Smart lighting: the ‘next big thing’ for greener, better cities

Technologies that make lights more energy efficient, customisable and programmable will help achieve more sustainable, vibrant cities.

Emerging lighting technologies are the next frontier in helping cities reduce their energy consumption and create more enjoyable landscapes for their residents, said Mieke De Schepper, general manager of Philips Lighting Singapore at a media sharing session entitled “How our lives in Asian cities will be impacted by lighting innovations” on Tuesday, in conjunction with the i Light Marina Bay 2014 festival.

De Schepper, along with professors Thomas Schroepfer and Suranga Nanayakkara from the Singapore University of Technology and Design (SUTD), shared how lighting is a “low-hanging fruit” in terms of the energy that can be saved in buildings and urban infrastructure.

Philips, which has two exhibits at the festival, used hardware such as innovative LED lamps, and software solutions such as sensor-controlled, programmable lighting systems for these art installations. The lights of the interactive iSwarm exhibit, for example, are controlled by 34 sensors located along the surrounding railings, and these change colours depending on audience movements.

Philips offers these technologies as simultaneously sustainable and attractive. “We are committed to offering lighting solutions which improve people’s lives that are innovative and environmentally sound”, said De Schepper. 

“Innovations in LED lighting have opened a new frontier of possibilities in green design and ultimately how our cities look and feel. i Light Marina Bay provides an opportunity to bring these possibilities into the conversation,” added associate professor Schroepfer.

In commercial buildings, a study by the US-based New Buildings Institute shows that lighting accounts for 20 per cent of the total energy usage, and 38 per cent of electricity consumption. According to the Association of the German Electrical Industry, this energy consumption can be reduced by up to 80 per cent using intelligent lighting systems, indicating the potential for improved energy efficiency and cost savings by examining lighting use in buildings.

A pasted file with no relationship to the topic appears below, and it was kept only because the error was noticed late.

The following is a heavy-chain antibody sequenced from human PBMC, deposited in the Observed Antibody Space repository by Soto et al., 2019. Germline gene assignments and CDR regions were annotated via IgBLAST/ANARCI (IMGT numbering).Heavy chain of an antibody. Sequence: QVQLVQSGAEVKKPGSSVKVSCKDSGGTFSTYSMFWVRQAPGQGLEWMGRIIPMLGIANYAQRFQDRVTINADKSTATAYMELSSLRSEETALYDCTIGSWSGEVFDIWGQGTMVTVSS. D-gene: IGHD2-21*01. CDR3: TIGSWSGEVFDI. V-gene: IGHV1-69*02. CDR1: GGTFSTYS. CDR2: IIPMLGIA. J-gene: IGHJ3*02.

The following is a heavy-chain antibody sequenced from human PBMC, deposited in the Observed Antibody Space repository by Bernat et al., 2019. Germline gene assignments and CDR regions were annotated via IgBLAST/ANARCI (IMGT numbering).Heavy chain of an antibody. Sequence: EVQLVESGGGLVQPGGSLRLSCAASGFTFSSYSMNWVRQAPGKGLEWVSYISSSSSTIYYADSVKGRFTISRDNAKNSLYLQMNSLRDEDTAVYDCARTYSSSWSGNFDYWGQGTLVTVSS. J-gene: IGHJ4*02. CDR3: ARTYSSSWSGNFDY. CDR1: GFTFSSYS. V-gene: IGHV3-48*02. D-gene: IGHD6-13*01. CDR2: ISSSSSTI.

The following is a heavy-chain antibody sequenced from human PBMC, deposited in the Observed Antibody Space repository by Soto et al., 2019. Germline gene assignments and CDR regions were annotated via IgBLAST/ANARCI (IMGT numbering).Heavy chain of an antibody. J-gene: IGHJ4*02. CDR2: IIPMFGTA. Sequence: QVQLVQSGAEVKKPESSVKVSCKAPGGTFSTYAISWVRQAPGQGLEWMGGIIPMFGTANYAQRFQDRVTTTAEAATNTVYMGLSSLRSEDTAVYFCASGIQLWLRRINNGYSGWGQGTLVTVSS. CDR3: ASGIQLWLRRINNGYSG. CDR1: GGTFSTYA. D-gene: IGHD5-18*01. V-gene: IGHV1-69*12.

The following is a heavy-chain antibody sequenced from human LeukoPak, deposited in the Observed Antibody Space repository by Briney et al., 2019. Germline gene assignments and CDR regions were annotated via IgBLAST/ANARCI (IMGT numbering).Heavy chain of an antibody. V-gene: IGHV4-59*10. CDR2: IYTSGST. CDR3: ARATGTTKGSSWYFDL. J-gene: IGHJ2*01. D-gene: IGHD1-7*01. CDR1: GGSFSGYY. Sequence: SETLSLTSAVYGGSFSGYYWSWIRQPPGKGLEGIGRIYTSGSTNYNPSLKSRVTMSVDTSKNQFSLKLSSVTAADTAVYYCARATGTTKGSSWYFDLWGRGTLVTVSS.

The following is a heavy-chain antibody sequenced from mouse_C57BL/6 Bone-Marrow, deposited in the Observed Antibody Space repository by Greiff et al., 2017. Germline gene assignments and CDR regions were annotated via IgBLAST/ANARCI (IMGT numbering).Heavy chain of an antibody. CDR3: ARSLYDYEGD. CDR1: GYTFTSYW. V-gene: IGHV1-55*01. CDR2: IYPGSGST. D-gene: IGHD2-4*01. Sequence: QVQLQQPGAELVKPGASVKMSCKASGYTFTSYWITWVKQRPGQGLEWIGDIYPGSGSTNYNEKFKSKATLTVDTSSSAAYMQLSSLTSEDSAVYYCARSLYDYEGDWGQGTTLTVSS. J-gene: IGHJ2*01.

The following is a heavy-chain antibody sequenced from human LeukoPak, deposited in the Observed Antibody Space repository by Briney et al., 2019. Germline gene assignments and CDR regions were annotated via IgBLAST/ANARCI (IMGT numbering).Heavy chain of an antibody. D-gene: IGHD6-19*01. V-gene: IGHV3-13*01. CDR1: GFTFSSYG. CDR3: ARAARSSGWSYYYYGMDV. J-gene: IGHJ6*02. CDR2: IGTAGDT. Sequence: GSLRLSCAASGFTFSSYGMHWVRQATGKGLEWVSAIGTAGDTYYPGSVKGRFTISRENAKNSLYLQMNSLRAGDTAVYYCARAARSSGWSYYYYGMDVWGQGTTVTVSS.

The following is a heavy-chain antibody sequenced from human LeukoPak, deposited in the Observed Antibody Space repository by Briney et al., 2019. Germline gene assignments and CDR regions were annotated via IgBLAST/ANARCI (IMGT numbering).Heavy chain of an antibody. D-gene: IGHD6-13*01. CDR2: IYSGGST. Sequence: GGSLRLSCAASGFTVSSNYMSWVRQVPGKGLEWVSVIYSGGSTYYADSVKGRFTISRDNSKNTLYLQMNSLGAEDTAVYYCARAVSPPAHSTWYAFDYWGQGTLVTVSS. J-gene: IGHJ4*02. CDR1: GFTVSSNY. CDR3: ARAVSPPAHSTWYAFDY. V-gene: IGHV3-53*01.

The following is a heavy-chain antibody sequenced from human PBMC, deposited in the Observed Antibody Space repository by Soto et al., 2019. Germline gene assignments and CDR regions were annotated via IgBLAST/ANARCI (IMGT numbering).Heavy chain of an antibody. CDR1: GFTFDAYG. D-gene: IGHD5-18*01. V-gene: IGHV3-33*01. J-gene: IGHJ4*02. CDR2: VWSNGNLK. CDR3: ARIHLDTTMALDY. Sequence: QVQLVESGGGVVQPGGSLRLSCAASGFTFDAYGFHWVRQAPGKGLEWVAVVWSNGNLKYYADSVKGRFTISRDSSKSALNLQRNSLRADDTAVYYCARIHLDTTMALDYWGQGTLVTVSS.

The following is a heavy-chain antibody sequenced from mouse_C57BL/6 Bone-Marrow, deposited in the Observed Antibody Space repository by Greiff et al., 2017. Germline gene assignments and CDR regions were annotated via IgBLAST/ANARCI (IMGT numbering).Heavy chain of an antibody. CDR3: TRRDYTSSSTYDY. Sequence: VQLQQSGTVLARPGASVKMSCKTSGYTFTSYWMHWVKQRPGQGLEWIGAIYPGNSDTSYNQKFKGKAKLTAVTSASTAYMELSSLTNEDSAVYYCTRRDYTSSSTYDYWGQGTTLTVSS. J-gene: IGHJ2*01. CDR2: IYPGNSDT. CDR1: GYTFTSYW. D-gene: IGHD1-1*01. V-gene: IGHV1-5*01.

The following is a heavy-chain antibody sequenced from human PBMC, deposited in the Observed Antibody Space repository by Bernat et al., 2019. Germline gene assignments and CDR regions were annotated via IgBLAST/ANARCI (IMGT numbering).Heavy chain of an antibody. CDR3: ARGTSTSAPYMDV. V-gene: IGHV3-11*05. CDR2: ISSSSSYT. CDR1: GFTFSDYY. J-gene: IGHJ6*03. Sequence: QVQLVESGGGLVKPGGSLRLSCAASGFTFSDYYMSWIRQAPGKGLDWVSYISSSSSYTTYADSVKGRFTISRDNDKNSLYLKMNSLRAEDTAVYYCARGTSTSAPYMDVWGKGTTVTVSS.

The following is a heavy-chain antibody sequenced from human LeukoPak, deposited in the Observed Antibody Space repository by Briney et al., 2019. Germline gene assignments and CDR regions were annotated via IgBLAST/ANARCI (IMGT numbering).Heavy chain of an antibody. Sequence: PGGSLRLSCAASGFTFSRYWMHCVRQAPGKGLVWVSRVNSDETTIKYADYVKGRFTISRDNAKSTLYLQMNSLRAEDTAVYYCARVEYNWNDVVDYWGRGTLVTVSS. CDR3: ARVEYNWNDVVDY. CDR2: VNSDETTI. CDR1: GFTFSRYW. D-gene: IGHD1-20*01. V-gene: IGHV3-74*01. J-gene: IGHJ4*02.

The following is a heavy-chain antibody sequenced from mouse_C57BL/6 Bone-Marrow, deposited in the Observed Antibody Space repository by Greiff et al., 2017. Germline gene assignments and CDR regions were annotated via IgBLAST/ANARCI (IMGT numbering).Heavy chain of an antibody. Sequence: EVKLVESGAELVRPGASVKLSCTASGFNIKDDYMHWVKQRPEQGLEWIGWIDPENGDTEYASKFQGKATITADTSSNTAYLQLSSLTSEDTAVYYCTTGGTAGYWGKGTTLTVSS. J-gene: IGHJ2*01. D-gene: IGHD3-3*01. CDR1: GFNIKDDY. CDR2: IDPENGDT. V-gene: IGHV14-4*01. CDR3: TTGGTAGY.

At the event, De Schepper and associate professor Schroepfer also explained how the interactive technologies seen at the Philips’ i Light Marina Bay 2014 exhibits could be applied to commercial buildings. Doing so could result in lights being automatically dimmed in spaces with less traffic or activity; lighting brightness could be adjusted according to ambient light, and individuals would be able to optimise the hue and brightness of their workspaces for maximum productivity, said the two. By introducing real-time, smart sensing of occupants’ lighting needs of occupants, and changing multiple variables, these new lighting technologies help optimise energy usage and user experience, they added.

This rise of cities has created competitive desires to establish a strong city identity with a higher quality of life and conditions for strong economic growth. An intelligent, connected public lighting infrastructure can enhance the liveability of cities.

Mieke de Schepper, general manager, Philips Lighting Singapore

These technologies are also as economical as they are energy efficient. Professor Nanayakkara shared that each of the 1,200 lights used in the iSwarm installation consumes only 1W of power. The energy required to run these 1,200 lights for three and a half hours every evening only cost S$1.07 a day, he said. A cost analysis study by Philips also shows that where road lighting is concerned, installing LED systems have payback periods of as little as 2 to 3 years, depending on local energy costs.

The potential of these cost-effective lighting solutions to make cities more sustainable and liveable is gaining more traction in Singapore. In the latest version of the Building and Construction Authority’s (BCA) Green Mark certification for new buildings, there is a new criteria on incorporating daylighting into buildings. The addition of a new lighting-based criteria increases the overall weightage that lighting efficiency contributes to a building’s score, and makes it a more salient concern for developers and building managers.

Innovative hardware and software lighting solutions could also help other cities in Asia meet increasing energy demand in a reliable and cost effective way. The Asian Development Bank predicts that due to the addition of 44 million people every year in Asia’s cities, the region will account for one-third of global energy consumption by 2025. Related to this, Asia is also predicted to contribute 56 per cent  of the growth in global carbon dioxide emissions over the 1990 to 2025 period. The rapidly growing cities are also likely to face qualitative concerns of improving indicators such as safety, and quality of life for their growing populations. Lighting technologies could help reduce the burden faced by cities as they work to manage this rapid growth, said Philips.

“This rise of cities has created competitive desires to establish a strong city identity with a higher quality of life and conditions for strong economic growth. An intelligent, connected public lighting infrastructure can enhance the liveability of cities by creating a resource-efficient city, contributing to the safety and security of all citizens, and establishing an attractive, vibrant image”, said De Schepper.

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